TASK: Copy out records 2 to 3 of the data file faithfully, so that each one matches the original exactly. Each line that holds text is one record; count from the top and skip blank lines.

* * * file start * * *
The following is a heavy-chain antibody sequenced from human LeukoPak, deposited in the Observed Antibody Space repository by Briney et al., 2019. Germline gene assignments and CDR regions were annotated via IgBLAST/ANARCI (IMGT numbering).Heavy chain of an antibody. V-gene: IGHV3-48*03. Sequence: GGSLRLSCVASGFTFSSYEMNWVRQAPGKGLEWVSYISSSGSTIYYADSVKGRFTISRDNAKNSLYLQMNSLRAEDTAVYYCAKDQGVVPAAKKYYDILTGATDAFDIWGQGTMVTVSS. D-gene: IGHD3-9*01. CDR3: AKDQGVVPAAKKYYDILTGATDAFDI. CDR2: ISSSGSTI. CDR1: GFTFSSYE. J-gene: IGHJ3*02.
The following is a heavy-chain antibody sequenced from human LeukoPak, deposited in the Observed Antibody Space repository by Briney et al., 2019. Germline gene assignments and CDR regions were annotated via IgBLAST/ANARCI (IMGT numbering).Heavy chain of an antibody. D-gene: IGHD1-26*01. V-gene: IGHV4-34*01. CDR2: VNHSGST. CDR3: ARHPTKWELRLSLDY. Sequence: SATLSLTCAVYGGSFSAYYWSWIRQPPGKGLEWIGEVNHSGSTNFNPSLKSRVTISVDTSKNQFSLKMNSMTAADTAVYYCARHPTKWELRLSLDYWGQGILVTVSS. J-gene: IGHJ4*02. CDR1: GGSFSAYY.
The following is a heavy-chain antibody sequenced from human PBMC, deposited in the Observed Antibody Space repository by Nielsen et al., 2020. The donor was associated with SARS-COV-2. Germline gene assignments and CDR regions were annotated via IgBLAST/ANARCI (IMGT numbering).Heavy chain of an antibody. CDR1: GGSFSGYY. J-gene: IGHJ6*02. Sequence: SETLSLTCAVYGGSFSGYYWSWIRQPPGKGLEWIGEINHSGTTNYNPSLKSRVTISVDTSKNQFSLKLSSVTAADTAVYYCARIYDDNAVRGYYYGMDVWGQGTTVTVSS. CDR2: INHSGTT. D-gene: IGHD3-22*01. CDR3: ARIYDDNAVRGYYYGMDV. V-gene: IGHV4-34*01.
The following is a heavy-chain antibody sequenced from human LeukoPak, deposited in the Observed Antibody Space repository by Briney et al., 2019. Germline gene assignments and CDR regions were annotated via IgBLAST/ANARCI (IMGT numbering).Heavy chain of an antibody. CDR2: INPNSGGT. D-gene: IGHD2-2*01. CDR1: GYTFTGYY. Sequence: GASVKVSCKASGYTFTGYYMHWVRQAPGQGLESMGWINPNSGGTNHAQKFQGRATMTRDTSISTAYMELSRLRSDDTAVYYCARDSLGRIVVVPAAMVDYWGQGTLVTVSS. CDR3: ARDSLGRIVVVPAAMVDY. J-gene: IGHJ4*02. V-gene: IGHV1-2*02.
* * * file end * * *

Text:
The following is a heavy-chain antibody sequenced from human LeukoPak, deposited in the Observed Antibody Space repository by Briney et al., 2019. Germline gene assignments and CDR regions were annotated via IgBLAST/ANARCI (IMGT numbering).Heavy chain of an antibody. D-gene: IGHD1-26*01. V-gene: IGHV4-34*01. CDR2: VNHSGST. CDR3: ARHPTKWELRLSLDY. Sequence: SATLSLTCAVYGGSFSAYYWSWIRQPPGKGLEWIGEVNHSGSTNFNPSLKSRVTISVDTSKNQFSLKMNSMTAADTAVYYCARHPTKWELRLSLDYWGQGILVTVSS. J-gene: IGHJ4*02. CDR1: GGSFSAYY.
The following is a heavy-chain antibody sequenced from human PBMC, deposited in the Observed Antibody Space repository by Nielsen et al., 2020. The donor was associated with SARS-COV-2. Germline gene assignments and CDR regions were annotated via IgBLAST/ANARCI (IMGT numbering).Heavy chain of an antibody. CDR1: GGSFSGYY. J-gene: IGHJ6*02. Sequence: SETLSLTCAVYGGSFSGYYWSWIRQPPGKGLEWIGEINHSGTTNYNPSLKSRVTISVDTSKNQFSLKLSSVTAADTAVYYCARIYDDNAVRGYYYGMDVWGQGTTVTVSS. CDR2: INHSGTT. D-gene: IGHD3-22*01. CDR3: ARIYDDNAVRGYYYGMDV. V-gene: IGHV4-34*01.